Surely our task is simply and solely to preach the Gospel in season and out of season, to everyone and anyone. It is the same Gospel, and it doesn't change no matter who stands before us. Let's stop being youth obsessed, like the world, and be Gospel obsessed, like we should be.

  3. Male vocations may not be down.
    Male 'success' rates at selection conferences
    may be why you see the decline in male ordinands you do.

    Peter C, London

  4. Part of the problem is the pushing of younger people who feel a call to ministry into youth ministry. I can't help feel that there are some false assumptions at play:
    -young people don't want older people ministering to them/older people can't minister effectively to young people
    -old people don't want some wippersnapper ministering to them/younger people can't minister effectively to old people.
    -youth ministry is an easier option, training for the real stuff with adults.

    I think +Dominic is right that we should be gospel obsessed, but that means that we should be encouraging younger people who love the gospel and want to (and can) preach it into considering ordained ministry, just as is done with older people in the same position rather than pushing them away from it and into other things for a while (do they come back? probably not until their 50s, if at all) while they get older and more acceptable to the selection committees, who seem to view youth as a vice.

  5. I'll tell you a problem I often feel when considering the ministry.

    I'm 21, I am a firm believer in Christ, interested in our faith and the beliefs of the Anglican tradition and believe fully in them. But I don't go for the whole "everybody under 30 must bang a tambourine and run around with their hands in the air during services in order to be true Christians"... as such I feel extremely uncomfortable speaking to the clergy about my calling because honestly if I were to say "I pray through the Daily office and sing Psalms unaccmpanied each and every day and read the Bible as often as I can on a daily basis" most clergy would either think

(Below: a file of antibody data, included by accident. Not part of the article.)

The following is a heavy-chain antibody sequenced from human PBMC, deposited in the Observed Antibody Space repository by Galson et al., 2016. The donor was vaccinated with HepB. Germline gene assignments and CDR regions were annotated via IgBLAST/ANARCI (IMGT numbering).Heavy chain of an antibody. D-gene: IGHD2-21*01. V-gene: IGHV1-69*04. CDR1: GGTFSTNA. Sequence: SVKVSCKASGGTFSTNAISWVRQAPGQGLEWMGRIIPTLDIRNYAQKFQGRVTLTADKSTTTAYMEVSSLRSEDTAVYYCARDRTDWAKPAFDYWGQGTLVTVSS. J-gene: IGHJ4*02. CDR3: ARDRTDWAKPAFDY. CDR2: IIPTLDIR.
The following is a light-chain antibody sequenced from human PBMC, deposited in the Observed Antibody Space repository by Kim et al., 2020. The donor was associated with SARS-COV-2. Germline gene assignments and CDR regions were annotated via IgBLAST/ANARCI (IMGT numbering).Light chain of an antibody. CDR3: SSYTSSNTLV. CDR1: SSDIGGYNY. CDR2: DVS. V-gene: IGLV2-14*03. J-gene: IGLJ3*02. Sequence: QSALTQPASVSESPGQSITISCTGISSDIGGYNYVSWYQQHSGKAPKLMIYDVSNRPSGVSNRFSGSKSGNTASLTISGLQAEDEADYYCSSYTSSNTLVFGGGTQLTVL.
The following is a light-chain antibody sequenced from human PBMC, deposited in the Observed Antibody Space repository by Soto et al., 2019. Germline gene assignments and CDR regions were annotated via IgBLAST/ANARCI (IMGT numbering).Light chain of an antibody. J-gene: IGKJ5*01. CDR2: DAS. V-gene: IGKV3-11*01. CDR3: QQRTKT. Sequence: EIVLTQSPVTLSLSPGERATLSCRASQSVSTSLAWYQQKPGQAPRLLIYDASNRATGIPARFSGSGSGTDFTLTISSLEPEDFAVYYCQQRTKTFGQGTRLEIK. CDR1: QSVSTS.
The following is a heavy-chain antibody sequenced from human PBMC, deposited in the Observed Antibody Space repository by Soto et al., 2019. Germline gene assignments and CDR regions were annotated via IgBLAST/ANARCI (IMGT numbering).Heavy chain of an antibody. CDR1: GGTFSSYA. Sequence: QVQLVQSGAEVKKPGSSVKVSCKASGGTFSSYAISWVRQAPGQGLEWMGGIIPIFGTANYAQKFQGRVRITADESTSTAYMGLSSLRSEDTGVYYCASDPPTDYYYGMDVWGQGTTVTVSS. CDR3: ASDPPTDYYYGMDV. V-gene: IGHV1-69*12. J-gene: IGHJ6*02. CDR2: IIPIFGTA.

A) This kid is nuts
    B) this kid is lying
    C) this kid is a Saint

    and let's face it, most would go for option A or B which means that when the time comes for me to go forward to a selection panel I'm going to have to think up something about how I think guitars are the perfect way of spreading the gospel, or how mindless repetitive "worship songs" that seem to have no purpose except to repeat one sentence over and over again are way better than Psalms - just so that I seem like a generic "normal, modern, teen" Christian.

    James S, South Londonderry, Northern Ireland

  6. I come from the older group (post-60-baby boomer) called to ministry late in life. In the discernment process still, I was initially discouraged by the hurdles for mature candidates, but have been encouraged to continue as it seems that I may still have time for a worthwhile ministry as an Associate Priest.

    It's obvious to me that we over-emphasize the need for younger ordinands, and it seems that evidence shows that those in their late teens to mid-twenties are absorbed in education, establishing a career. The church might or might not be a choice, as the salary and prospects might not be that bright for them.

    The church seems to have made a pragmatic decision to take slightly more mature candidates, who can demonstrate an education history and work ethic and have had some exposure to life post-teens. I'm not sure that it's the right decision, but the question is how to attract those young Christians, doing their A Levels or during their further education to consider a call to ministry.

    It seems to me that School and University Chaplaincy is one key to this. Meeting and encouraging young Christians too explore a possible vocation, but also by their example and leadership to encourage those thinking of the Priesthood to see it in action.

    The other thing that I see first hand, is the daily grind of parish life, which is relentless and can be a cause of pain, distress and burnout, unless the individual minister is thoroughly grounded in prayer, the spiritual life and worship and knows that boundaries exist to protect them as well as their flock.

    The ministry of women is not and should not be an issue, we should thank God that so many, who might have been denied the opportunity to serve, now have the freedom to fulfill their vocation and do so well across the church.